The benefits peak after 90 minutes and last for 6-8 hours.

There also appear to be further benefits to taking it daily for up to 6 days leading up to a race. Taking it longer than that is fine, the benefits just do not seem to increase further.


Probiotics

Lifespace Probiotic

Probiotics often are not the first thing that comes to mind as a supplement for endurance athletes. There is solid research showing that they can help though.

At a minimum, probiotics have been shown to consistently reduce the likelihood of upper-respiratory tract infections in endurance athletes.

This would translate to fewer training sessions and races being impacted (or missed) due to illness.

The mechanism is:

  1. They can play a role in the immune system and stimulate the production and activation of antibodies.
  2. They can strengthen the barrier of the mucosal lining, making it difficult for pathogens to get through.
  3. They inhibit the growth of harmful bacteria.
  4. They could reduce inflammation – and that inflammation plays a role in the symptoms of upper respiratory tract infections.

There have been some studies linking probiotics with the following, but research is weaker in these spaces:

  • Reduced frequency of gut symptoms while exercising.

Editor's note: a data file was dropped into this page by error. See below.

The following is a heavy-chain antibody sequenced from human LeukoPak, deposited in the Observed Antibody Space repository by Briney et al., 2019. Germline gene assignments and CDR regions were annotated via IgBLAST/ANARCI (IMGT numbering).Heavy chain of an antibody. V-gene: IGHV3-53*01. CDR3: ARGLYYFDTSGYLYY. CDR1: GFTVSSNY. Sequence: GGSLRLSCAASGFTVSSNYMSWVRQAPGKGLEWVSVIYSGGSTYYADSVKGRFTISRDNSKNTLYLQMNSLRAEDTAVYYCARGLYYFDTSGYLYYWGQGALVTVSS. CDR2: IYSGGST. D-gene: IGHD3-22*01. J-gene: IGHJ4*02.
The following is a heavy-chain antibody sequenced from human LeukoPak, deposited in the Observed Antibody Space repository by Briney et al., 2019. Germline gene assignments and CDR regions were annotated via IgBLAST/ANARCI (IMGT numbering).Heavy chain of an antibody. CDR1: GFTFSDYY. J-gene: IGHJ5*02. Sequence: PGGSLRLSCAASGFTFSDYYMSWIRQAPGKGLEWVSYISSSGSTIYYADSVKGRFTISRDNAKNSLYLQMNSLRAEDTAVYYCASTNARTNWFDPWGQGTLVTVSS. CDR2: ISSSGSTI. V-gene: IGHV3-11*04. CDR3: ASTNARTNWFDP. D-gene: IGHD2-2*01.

• Reductions in inflammation and oxidative stress.
  • Slight improvements in endurance performance, measured by time trials and time to exhaustion.

Dosage and how to take: It’s complex, so I’ll point you to this article which has a thorough breakdown in the “dosage” section.

Sodium and Electrolytes

Salt Stix Electrolyte Caps

This one almost fell into the “honourable mentions” category, so there needs to be some added context.

Sodium and electrolytes have far less evidence indicating that they improve endurance performance than most would expect.

For example, a systematic review looking at 5 studies on sodium found no improvements in 4 studies and one huge improvement (7.8%) in another.

Even when looking at research on cramps, things are less promising than most people would expect.

While electrolytes CAN play a role in cramps, based on the available research, it seems like on average it is not the driving force in most athletes at higher levels who are cramping.

That said, there are a few things I would want to note:

  1. It makes sense to have a good baseline intake of electrolytes. There is no downside. Although it is not typically the main reason athletes at higher levels are cramping, it is worth noting that most athletes at higher levels in endurance sports are consuming electrolytes during events.